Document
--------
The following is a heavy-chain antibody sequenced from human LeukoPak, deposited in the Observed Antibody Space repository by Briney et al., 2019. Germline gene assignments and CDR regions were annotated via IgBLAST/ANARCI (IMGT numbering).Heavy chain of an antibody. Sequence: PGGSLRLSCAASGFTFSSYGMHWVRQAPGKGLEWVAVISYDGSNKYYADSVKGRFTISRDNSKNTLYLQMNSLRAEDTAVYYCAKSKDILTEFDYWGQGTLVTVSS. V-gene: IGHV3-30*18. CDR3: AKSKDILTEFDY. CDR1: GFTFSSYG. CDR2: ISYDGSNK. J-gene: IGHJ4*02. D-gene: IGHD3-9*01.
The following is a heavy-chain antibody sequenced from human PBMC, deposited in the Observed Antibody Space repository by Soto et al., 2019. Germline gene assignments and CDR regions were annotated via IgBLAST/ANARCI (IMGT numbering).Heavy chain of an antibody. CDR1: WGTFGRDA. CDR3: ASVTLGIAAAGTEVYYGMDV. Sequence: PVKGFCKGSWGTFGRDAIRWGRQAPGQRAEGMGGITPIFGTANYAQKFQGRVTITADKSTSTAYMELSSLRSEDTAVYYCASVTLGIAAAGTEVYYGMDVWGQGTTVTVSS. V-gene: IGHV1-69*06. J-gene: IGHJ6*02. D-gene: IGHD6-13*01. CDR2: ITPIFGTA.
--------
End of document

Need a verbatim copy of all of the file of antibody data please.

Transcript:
The following is a heavy-chain antibody sequenced from human LeukoPak, deposited in the Observed Antibody Space repository by Briney et al., 2019. Germline gene assignments and CDR regions were annotated via IgBLAST/ANARCI (IMGT numbering).Heavy chain of an antibody. Sequence: PGGSLRLSCAASGFTFSSYGMHWVRQAPGKGLEWVAVISYDGSNKYYADSVKGRFTISRDNSKNTLYLQMNSLRAEDTAVYYCAKSKDILTEFDYWGQGTLVTVSS. V-gene: IGHV3-30*18. CDR3: AKSKDILTEFDY. CDR1: GFTFSSYG. CDR2: ISYDGSNK. J-gene: IGHJ4*02. D-gene: IGHD3-9*01.
The following is a heavy-chain antibody sequenced from human PBMC, deposited in the Observed Antibody Space repository by Soto et al., 2019. Germline gene assignments and CDR regions were annotated via IgBLAST/ANARCI (IMGT numbering).Heavy chain of an antibody. CDR1: WGTFGRDA. CDR3: ASVTLGIAAAGTEVYYGMDV. Sequence: PVKGFCKGSWGTFGRDAIRWGRQAPGQRAEGMGGITPIFGTANYAQKFQGRVTITADKSTSTAYMELSSLRSEDTAVYYCASVTLGIAAAGTEVYYGMDVWGQGTTVTVSS. V-gene: IGHV1-69*06. J-gene: IGHJ6*02. D-gene: IGHD6-13*01. CDR2: ITPIFGTA.